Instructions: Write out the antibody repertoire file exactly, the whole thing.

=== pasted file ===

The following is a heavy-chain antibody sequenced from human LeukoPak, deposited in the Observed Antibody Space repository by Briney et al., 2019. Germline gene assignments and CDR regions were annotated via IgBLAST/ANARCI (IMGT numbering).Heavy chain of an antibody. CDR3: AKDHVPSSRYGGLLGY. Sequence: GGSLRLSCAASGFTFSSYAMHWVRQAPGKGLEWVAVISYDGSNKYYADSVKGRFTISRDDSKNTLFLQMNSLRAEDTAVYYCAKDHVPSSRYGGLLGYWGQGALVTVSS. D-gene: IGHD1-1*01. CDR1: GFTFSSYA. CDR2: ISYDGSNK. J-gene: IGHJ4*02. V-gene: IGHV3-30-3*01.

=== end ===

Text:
The following is a heavy-chain antibody sequenced from human LeukoPak, deposited in the Observed Antibody Space repository by Briney et al., 2019. Germline gene assignments and CDR regions were annotated via IgBLAST/ANARCI (IMGT numbering).Heavy chain of an antibody. CDR3: AKDHVPSSRYGGLLGY. Sequence: GGSLRLSCAASGFTFSSYAMHWVRQAPGKGLEWVAVISYDGSNKYYADSVKGRFTISRDDSKNTLFLQMNSLRAEDTAVYYCAKDHVPSSRYGGLLGYWGQGALVTVSS. D-gene: IGHD1-1*01. CDR1: GFTFSSYA. CDR2: ISYDGSNK. J-gene: IGHJ4*02. V-gene: IGHV3-30-3*01.